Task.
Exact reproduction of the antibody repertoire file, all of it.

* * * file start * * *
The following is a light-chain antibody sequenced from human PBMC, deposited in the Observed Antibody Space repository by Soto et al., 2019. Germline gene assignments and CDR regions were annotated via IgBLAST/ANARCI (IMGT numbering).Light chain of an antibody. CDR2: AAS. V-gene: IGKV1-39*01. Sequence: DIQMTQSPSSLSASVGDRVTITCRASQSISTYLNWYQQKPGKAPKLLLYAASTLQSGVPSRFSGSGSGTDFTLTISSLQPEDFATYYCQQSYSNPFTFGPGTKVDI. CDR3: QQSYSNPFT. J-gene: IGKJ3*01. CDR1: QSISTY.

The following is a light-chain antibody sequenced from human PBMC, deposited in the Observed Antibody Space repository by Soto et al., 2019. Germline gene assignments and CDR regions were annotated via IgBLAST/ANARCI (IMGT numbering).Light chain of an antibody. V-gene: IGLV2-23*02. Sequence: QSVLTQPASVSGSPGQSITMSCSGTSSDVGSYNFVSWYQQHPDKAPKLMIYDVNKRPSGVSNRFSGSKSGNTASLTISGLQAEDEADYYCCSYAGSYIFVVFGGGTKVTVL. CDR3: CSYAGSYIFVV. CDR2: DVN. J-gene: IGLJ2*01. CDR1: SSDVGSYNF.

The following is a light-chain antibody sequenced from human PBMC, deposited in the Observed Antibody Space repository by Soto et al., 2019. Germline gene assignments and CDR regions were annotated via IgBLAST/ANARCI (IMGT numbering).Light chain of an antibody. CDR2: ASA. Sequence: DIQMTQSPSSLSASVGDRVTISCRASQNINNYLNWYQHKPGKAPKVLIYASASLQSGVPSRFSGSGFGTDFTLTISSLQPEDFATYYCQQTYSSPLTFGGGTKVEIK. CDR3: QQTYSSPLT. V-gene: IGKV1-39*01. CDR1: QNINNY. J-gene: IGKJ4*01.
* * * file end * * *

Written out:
The following is a light-chain antibody sequenced from human PBMC, deposited in the Observed Antibody Space repository by Soto et al., 2019. Germline gene assignments and CDR regions were annotated via IgBLAST/ANARCI (IMGT numbering).Light chain of an antibody. CDR2: AAS. V-gene: IGKV1-39*01. Sequence: DIQMTQSPSSLSASVGDRVTITCRASQSISTYLNWYQQKPGKAPKLLLYAASTLQSGVPSRFSGSGSGTDFTLTISSLQPEDFATYYCQQSYSNPFTFGPGTKVDI. CDR3: QQSYSNPFT. J-gene: IGKJ3*01. CDR1: QSISTY.

The following is a light-chain antibody sequenced from human PBMC, deposited in the Observed Antibody Space repository by Soto et al., 2019. Germline gene assignments and CDR regions were annotated via IgBLAST/ANARCI (IMGT numbering).Light chain of an antibody. V-gene: IGLV2-23*02. Sequence: QSVLTQPASVSGSPGQSITMSCSGTSSDVGSYNFVSWYQQHPDKAPKLMIYDVNKRPSGVSNRFSGSKSGNTASLTISGLQAEDEADYYCCSYAGSYIFVVFGGGTKVTVL. CDR3: CSYAGSYIFVV. CDR2: DVN. J-gene: IGLJ2*01. CDR1: SSDVGSYNF.

The following is a light-chain antibody sequenced from human PBMC, deposited in the Observed Antibody Space repository by Soto et al., 2019. Germline gene assignments and CDR regions were annotated via IgBLAST/ANARCI (IMGT numbering).Light chain of an antibody. CDR2: ASA. Sequence: DIQMTQSPSSLSASVGDRVTISCRASQNINNYLNWYQHKPGKAPKVLIYASASLQSGVPSRFSGSGFGTDFTLTISSLQPEDFATYYCQQTYSSPLTFGGGTKVEIK. CDR3: QQTYSSPLT. V-gene: IGKV1-39*01. CDR1: QNINNY. J-gene: IGKJ4*01.